“For the Truth Shall Set Ye Free”

I first remember things going wrong at age 5.

I am standing in the corner of the bedroom with my mother beside my brother’s crib.  She is telling me I am cold and selfish, like my father’s mother whom she hates.  I now think she hates me.  She tells me I will wind up all alone.

It is just after the births of my brother and sister, only 11 months apart, and my 25-year-old mother, is totally overwhelmed.  My brother is the apple of her eye, with Mom’s dark coloring and the looks of her adored Sicilian born-father.  My sister is Daddy’s little girl.  I remember feeling all alone, and being cold and hard at that age, confiding only in my stuffed lion, Leo.  Many, many years later I come to see this cold, hard me as a dissociated self.   Many years later my mother apologizes to me.  And I apologize to her.

I set out on a life-long struggle to be different from my father’s mother, doing everything to try to be warm and loving like my mother’s Italian family.  I fail.  With acute stage fright most of the time, I cannot initiate a smile, nor greet people.  The most basic social skills are lost to me, much to the chagrin of my parents.  Often I cannot respond to people.  At times I cannot organize my thoughts well enough to speak.  I feel evil and selfish.  I want to fit in and can’t.  I want to pass for normal and don’t.  I want to have a family and never will.  I want to find love and it will take me decades to do so.

The “defensive personality” serves me well, covering up many, but not all, of my autistic symptoms.  I live dissociated from many of my numerous fears.

My story begins when I break down.  My fiancé, Sundra, goes back to Sri Lanka.   I change library jobs from a relatively comfortable clerical position in a small library to a position cataloging art books in a huge office.   The new job is in a giant room with three different departments and about 40 employees of all ages and ethnicities.  There are no cubicles or dividers so everyone can see and hear everyone else.  It is as gossip-ridden as a small town.  There is no privacy and there are fluorescent lights.  It is all too much.  But it is here I meet Danielle who is to change my life forever and, later, Jimmy, who becomes my husband.   My journey begins when my autistic shell breaks, at age 28, when the “superficial personality”, the dissociated me, falls apart.  I seek therapy and am diagnosed with Bipolar Disorder.  Not until thirty years later do I find out I have Asperger’s Syndrome, a mild form of Autistic Spectrum Disorder, as well.

I write my story as a message of hope to all those who are as lost as I was, to those who think, as I did, that they cannot find love.   I open my heart to help others avoid the suffering I went through and caused.  I nearly lost my job and my mind pursuing love.   I hurt other people.   I could have been seen as a stalker due to my typical Aspie approach to a romantic interest.  Love threw me over the brink of sanity and made me psychotic at times.  I didn’t know I was Bipolar and my psychiatrist didn’t know I had Asperger’s syndrome.

Finally, I write this book to psychiatrists and other therapists that they may understand their patients who have the same issues and delusions.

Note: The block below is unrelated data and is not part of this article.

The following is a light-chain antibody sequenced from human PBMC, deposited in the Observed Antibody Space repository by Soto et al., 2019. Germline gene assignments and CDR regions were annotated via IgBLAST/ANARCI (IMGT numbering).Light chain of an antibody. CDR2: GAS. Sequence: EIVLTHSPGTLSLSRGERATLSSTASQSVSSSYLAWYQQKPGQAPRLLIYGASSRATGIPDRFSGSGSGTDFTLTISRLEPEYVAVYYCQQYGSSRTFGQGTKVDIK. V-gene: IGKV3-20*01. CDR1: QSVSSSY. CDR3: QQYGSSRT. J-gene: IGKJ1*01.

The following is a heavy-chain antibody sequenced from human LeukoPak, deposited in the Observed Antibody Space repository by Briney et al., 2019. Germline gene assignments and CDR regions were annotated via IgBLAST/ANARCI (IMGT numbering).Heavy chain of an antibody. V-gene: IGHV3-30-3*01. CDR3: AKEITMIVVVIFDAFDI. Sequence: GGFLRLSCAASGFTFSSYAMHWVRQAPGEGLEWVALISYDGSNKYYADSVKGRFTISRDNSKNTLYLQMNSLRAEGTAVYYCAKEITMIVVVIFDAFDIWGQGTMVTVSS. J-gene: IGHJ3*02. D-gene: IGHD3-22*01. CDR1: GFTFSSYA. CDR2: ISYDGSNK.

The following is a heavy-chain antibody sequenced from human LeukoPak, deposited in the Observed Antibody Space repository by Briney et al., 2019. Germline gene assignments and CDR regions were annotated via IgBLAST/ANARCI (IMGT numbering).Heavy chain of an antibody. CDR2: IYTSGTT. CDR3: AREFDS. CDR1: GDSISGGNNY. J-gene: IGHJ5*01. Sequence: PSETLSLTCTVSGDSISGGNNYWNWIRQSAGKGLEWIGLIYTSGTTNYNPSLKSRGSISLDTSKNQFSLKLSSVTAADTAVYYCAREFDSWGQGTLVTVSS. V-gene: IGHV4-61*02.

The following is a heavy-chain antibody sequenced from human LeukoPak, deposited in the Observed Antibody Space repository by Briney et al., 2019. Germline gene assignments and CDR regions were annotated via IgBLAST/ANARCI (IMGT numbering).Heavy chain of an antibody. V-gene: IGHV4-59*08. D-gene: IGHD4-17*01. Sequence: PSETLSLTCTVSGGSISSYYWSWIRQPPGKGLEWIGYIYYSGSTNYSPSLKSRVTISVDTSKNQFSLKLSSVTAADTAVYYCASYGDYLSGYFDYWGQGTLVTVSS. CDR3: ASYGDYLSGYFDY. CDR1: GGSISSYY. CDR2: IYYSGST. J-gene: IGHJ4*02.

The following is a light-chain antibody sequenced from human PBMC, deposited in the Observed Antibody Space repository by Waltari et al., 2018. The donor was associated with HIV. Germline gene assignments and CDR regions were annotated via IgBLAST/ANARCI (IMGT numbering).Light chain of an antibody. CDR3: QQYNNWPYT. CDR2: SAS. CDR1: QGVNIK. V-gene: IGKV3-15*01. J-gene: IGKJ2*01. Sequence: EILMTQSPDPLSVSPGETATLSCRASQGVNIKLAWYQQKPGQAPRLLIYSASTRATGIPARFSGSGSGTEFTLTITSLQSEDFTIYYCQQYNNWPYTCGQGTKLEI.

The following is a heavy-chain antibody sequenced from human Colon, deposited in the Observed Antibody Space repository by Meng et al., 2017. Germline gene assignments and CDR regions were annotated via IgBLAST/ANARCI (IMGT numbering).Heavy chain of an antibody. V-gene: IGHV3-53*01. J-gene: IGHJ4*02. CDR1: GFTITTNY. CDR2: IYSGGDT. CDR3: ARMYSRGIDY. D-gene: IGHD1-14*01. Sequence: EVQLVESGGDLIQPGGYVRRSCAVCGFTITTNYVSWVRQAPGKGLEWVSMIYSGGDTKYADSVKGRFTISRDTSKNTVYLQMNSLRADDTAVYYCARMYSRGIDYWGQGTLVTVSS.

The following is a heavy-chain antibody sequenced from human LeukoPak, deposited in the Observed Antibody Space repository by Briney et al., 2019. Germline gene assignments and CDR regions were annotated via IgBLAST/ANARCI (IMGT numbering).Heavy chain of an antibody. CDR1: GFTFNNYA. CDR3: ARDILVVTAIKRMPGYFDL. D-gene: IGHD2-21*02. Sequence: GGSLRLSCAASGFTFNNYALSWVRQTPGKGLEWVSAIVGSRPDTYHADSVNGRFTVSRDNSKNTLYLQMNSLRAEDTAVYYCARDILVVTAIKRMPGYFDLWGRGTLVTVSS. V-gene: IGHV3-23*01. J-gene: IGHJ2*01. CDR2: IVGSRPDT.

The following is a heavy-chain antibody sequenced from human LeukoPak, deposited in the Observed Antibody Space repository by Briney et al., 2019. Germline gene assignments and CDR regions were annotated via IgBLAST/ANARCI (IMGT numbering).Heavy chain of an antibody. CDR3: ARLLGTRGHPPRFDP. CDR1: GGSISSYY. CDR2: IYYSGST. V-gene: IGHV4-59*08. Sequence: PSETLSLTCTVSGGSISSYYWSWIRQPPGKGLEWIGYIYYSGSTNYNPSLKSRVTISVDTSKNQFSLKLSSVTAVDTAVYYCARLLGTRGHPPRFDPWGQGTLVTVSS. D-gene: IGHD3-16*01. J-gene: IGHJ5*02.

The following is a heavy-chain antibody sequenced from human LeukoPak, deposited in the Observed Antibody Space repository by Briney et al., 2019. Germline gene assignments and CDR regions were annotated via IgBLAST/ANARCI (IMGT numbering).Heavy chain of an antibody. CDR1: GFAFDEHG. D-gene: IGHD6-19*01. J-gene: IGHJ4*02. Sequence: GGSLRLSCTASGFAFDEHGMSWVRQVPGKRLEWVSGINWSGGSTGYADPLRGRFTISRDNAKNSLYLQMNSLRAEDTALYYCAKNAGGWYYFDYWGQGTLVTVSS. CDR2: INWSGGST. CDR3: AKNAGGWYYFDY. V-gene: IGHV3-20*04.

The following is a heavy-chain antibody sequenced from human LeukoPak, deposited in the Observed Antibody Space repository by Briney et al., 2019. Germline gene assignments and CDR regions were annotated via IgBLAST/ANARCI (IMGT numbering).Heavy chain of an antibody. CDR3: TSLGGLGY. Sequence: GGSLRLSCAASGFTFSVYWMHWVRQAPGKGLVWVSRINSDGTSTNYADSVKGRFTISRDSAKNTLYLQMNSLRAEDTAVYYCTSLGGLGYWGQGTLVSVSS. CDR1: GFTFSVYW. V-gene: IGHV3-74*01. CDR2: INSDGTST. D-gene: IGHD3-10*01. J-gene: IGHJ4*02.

From the Prologue to Eye-locks and Other Fearsome Things:

10 responses

  1. Hm! A book…I should have guessed it before right?


    March 1, 2013 at 1:16 PM

    • 🙂 Arjun, I really like your pix on your new blog. Sorry you are hiving up on your poetry.


      March 3, 2013 at 12:17 PM

      • Ha, And I’m wondering here, why haven’t you liked any?
        I’m missing you! 🙂


        March 6, 2013 at 2:12 PM

      • Oh, I thought I did like them or there were not “like” buttons there– something was screwy. I have missed you. Will go to your page and like some pronto! Are you giving up poetry? 😦


        March 6, 2013 at 2:34 PM

      • Noways. I got 30 ready to go.
        But I was disappointed how “Stoned” was received. I write dark, wry humor as pure art but I keep away from negative energies and I could feel it strongly around my blog.
        So cooling off now.


        March 6, 2013 at 2:38 PM

  2. The day i get a kindle or something like it, I want to buy and read your book. I read this prologue on your other website … if I remember that correctly.


    March 2, 2013 at 1:46 PM

    • I would love for you to read my book but have great doubts about whether you would like it. It is about love, psychosis, bisexuality, relationships, being Bipolar and having Asperger’s and about therapy and the process of healing. Not usually your topics of discussion although you seem to have an excellent grasp of BPD and Narcissism and other psychological topics as shown in that DSMIV-like post and other comments on posts.


      March 2, 2013 at 3:26 PM

      • … 🙂 better not to have doubts, and see what happens, than to doubt an not experience! Authentic stories are always worth reading!


        March 3, 2013 at 7:48 AM

  3. That was powerful! I can relate to it on so many levels. First as a human being who suffered from painful social anxiety for most of my life. Then as the psychotherapist who helped those suffering from painful social anxiety. Finally as the psychotherapist who’s worked with clients with Asperger Syndrome.


    March 15, 2013 at 4:28 PM

    • So glad you can relate and it is wonderful that you can help people who have the same problem you have. I imagine it is not easy doing therapy when one has social anxiety though you are in a specific role. My husband is a clinical social worker and has Asperger’s and is hypomanic and yet is able to overcome his problems to help others. I so admire people like you and him.


      March 16, 2013 at 11:16 AM

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